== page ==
It’s easy to dismiss the 2013 zombie film Warm Bodies as a mash-up between Romeo and Juliet and the zombie genre. It’s just as easy to guess that Hollywood saw this as a potential way to make a zombie film that would also appeal to girls, especially fans of Twilight. Taken on these terms, the movie fails to either be as touchingly romantic as a true romance film or as scary as a zombie movie.
The movie (written and directed by Jonathan Levine, based on a novel by Isaac Marion) also suffered due to its trailers, which emphasized the superficially clever aspects of the concept, extracting one-liners from the movie in ways that work a lot better in the trailer than in the full version. That clever, lighthearted trailer instantly invited comparisons to the brilliant Zombieland, essentially selling Warm Bodies as a clever spin on the zombie genre by linking it to the last and most successful film to do so. The only problem is that Warm Bodies isn’t Zombieland; it’s not all that clever a film, nor a fun romp. It gestures in these directions, especially through the mildly offbeat voice-over narration of the main character, the emo-looking zombie male simply named “R.” But Warm Bodies isn’t a farce.
The movie also fails to explain how zombies might recover, although it’s nice to see this explored. The idea that zombies might somehow “get better” is something a lot of zombie stories have referenced, especially as characters deal with the grief of losing their loved ones. But this is typically portrayed as part of the grieving process. There’s no way to deal with a zombie, except shooting it in the head. So it’s good to see Warm Bodies explore this idea, even if it doesn’t explain this idea. Sure, a body might fight off a zombie virus, but it’s hard to imagine a dead heart starting again. Even with the awesome power of love and human kindness.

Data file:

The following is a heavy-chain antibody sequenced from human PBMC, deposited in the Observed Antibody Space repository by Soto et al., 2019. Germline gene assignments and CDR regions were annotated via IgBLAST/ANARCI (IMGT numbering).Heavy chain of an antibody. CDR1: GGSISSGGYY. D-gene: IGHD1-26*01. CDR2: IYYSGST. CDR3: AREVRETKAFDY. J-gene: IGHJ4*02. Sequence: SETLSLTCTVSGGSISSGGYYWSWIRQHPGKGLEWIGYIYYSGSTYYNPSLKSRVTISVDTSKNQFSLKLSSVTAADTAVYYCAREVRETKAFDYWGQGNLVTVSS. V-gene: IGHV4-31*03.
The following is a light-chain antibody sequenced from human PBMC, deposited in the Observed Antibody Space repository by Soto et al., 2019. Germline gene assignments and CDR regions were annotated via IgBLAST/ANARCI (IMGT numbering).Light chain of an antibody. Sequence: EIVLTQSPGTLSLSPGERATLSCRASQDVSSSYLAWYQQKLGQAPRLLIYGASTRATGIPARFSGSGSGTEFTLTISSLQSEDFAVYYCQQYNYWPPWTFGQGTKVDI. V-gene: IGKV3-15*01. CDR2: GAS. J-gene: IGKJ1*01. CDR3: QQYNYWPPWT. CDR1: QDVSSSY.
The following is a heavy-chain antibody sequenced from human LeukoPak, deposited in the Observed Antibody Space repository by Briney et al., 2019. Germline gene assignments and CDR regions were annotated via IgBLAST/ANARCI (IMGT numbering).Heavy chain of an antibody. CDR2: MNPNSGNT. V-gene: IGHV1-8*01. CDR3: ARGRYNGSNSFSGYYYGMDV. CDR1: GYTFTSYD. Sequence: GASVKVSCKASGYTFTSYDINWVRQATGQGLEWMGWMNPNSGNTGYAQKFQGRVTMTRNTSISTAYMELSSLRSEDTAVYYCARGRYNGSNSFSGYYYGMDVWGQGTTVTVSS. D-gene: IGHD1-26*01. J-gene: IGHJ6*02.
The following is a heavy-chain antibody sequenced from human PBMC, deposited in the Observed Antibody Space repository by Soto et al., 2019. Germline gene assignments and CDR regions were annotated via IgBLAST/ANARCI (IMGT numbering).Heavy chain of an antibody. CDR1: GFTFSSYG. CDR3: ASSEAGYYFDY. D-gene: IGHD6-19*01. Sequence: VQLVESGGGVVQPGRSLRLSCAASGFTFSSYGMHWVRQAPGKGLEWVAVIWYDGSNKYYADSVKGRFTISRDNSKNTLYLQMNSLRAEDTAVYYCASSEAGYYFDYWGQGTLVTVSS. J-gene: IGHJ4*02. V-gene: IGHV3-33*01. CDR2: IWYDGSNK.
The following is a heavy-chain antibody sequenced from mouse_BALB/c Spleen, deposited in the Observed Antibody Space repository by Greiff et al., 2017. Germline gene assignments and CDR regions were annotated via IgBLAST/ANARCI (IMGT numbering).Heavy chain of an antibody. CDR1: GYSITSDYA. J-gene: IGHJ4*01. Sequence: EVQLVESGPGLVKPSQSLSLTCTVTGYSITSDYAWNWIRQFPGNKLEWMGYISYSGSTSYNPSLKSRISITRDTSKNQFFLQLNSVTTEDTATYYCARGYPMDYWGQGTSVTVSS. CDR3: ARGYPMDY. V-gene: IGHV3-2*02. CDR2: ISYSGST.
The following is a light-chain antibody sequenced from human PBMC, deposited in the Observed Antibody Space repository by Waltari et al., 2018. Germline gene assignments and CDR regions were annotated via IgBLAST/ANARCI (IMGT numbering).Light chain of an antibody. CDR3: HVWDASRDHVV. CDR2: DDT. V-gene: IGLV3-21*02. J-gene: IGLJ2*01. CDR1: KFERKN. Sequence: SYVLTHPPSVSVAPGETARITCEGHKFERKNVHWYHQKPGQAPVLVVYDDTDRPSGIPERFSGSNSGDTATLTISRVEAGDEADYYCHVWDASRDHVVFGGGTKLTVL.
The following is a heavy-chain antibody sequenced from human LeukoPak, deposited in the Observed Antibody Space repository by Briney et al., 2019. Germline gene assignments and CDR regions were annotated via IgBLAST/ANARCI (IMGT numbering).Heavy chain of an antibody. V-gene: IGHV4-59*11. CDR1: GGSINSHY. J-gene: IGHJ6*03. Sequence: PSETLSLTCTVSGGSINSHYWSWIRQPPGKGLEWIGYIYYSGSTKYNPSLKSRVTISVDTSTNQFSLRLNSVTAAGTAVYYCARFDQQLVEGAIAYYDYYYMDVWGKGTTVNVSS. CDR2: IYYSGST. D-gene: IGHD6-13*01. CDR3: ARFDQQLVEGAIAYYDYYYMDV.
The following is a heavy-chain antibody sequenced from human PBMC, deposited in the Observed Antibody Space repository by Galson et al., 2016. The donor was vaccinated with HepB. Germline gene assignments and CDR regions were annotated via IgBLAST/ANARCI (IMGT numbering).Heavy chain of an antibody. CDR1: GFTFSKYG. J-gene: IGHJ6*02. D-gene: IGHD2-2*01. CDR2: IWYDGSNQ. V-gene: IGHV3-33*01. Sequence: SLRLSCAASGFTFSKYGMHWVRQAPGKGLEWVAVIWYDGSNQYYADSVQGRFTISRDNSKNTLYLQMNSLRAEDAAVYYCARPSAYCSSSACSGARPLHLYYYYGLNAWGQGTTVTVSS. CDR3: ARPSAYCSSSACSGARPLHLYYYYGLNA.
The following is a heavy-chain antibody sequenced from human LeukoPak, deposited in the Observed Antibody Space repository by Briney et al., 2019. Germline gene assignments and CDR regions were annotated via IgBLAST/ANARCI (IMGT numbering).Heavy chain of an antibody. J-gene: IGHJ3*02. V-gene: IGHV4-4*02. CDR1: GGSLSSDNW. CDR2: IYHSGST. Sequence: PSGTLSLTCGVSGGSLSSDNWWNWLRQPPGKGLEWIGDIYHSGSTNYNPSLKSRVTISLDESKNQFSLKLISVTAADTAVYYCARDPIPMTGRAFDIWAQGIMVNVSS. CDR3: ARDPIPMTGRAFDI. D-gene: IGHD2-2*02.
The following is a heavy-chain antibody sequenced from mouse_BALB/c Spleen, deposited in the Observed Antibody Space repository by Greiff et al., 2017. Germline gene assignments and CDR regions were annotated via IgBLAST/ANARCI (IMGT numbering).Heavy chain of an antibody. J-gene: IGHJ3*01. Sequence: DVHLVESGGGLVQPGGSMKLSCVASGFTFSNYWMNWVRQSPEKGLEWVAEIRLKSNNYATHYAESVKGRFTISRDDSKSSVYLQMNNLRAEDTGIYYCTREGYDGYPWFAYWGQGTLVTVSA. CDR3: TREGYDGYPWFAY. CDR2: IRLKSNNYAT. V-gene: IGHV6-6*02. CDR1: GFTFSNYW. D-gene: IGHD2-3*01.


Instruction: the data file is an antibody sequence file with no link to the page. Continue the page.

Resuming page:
Also, wouldn’t this mean that the revived zombies are essentially immortal? They haven’t aged, presumably, while shunting around as zombie corpses. Normal humans can’t heal a stopped heart, but these zombies apparently can. Presumably, they’ll go right on healing. Being a zombie who’s come back to life would thus be better than being an uninfected human, since the zombie virus (if that’s even what it is in Warm Bodies; it’s not clear) is effectively also an immortality virus. This is how my mind works, although I recognize that the film is really an allegory, especially for disaffection and alienation.
But despite all of this, Warm Bodies is a bold and meaningful film.
It is so precisely on this allegorical level. But where most have pointed to the film as reflecting today’s disconnected youth, I’d like to suggest that the movie goes further from that, using zombies as a way of exploring the way we understand the Other.
One of the ways we define ourselves as communities is in opposition to what we see as the Other. They are savages; therefore, we are sophisticated. These outside groups aren’t only foreign enemies, like rival nation-states. They’re also other cultures or subcultures within a given society. Frequently, these other groups are depicted in dehumanizing ways, as wild “savages,” as lacking basic human emotions (like valuing life or family or freedom), as dirty or illiterate, or simply as just plain weird and foreign (i.e. “just not like us”).